The Papyri and the Critical Evaluation of the New Testament -- By: Merrill Frederick Unger

Journal: Bibliotheca Sacra
Volume: BSAC 117:465 (Jan 1960)
Article: The Papyri and the Critical Evaluation of the New Testament
Author: Merrill Frederick Unger

The Papyri and the Critical Evaluation of the New Testament

Merrill F. Unger

Modern discovery of papyri, ostraca, and other epigraphic remains from the Graeco-Roman period have completely revolutionized New Testament philological study. Abundant new light, especially from the finds of nonliterary papyri, has compelled abandonment of the old isolative method by which the sacred record was evaluated largely apart from its relation to the contemporary international Greek language. This mistaken historically unsound procedure had been possible before the bulk of the new texts was discovered, or before they were studied historically and comparatively. With the new archaeological criteria available by the first decade of the twentieth century, the erroneous practice of divorcing New Testament Greek from the historical and cultural milieu was no longer possible. The unsound isolative method had to give way to the sound historical method. The New Testament was now studied in the light of the new records, rather than dogmatically separated from its historical and philological environment. The results were revolutionary.

The philological results of the new material for evaluation. The new texts made three important contributions to the philological appraisal of the language of the New Testament. First, they proved the morphological identity of its idiom with that of the koine of the same period. The hundreds of morphological “oddities” in the New Testament which strike the reader of the classics were found to occur also in contemporary and nonreligious records of the everyday Greek of the period.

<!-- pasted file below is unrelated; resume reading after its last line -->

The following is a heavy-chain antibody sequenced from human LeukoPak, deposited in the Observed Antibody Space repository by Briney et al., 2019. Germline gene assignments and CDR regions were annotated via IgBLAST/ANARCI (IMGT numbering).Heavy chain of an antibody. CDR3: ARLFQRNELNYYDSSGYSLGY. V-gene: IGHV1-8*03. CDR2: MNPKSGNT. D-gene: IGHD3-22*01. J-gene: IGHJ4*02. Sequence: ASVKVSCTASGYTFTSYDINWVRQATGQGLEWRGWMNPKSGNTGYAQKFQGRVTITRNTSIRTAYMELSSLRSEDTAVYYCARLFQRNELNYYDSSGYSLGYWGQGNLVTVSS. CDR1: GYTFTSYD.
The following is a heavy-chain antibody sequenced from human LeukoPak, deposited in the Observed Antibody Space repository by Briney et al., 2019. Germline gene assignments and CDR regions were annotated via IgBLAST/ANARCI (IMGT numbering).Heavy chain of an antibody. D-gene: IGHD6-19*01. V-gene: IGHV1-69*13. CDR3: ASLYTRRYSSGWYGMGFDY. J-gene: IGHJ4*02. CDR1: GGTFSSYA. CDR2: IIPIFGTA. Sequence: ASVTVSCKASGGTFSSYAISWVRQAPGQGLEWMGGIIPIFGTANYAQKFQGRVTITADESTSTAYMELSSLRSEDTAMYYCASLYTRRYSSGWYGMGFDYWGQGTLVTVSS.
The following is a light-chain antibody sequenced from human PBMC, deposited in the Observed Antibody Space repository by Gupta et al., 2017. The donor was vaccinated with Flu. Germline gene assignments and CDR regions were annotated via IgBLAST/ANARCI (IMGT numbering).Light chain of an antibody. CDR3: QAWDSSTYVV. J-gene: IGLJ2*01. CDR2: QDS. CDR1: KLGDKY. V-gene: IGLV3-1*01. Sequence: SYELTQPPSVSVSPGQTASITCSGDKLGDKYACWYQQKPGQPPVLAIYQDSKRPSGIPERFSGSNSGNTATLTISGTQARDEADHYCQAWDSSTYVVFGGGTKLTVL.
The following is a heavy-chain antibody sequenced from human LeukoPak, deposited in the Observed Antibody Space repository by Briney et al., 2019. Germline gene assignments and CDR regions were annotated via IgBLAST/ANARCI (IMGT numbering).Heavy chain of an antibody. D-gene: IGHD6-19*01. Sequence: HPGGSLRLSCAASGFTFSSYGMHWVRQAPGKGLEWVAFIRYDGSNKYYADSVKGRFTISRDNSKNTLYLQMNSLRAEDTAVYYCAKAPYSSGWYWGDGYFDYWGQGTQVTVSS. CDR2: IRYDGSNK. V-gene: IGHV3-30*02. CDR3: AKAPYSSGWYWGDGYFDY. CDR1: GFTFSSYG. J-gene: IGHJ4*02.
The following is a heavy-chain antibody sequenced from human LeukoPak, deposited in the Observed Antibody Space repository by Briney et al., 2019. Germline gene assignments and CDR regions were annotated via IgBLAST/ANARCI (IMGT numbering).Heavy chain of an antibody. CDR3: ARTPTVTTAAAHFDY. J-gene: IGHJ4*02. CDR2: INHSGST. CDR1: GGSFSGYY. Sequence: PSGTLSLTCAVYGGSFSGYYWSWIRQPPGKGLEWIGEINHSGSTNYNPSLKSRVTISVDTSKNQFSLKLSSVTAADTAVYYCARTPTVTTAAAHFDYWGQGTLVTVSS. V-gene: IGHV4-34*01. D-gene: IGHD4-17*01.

Among the first to set forth the real character of the koine was the distinguished philologian A. Thumb.1 Pioneering in applying the new knowledge directly to the New Testament Greek was James Hope Moulton,2 followed by Adolf Deissmann.3 All subsequent scholarly research in New Testament

language and literature in the twentieth century to our present has had to deal with the ever-increasing fund of papyri and other epigraphical evidence. Such recent works as the Greek-English Lexicon of the New Testament and Other Early Christian Literature translated and edited by Arndt and Gingrich and published in 1958 by the University of Chicago as well as Gerhard Kittel’s Theologisches Woerterbuch zum Neuen Testament, continued since 1948 by Gerhard Friedrich, have rendered obsolete such earlier lexicons as Moulton and Milligan, Thayer, and even Liddell and Scott.

Beside showing the morphological identity of the N...

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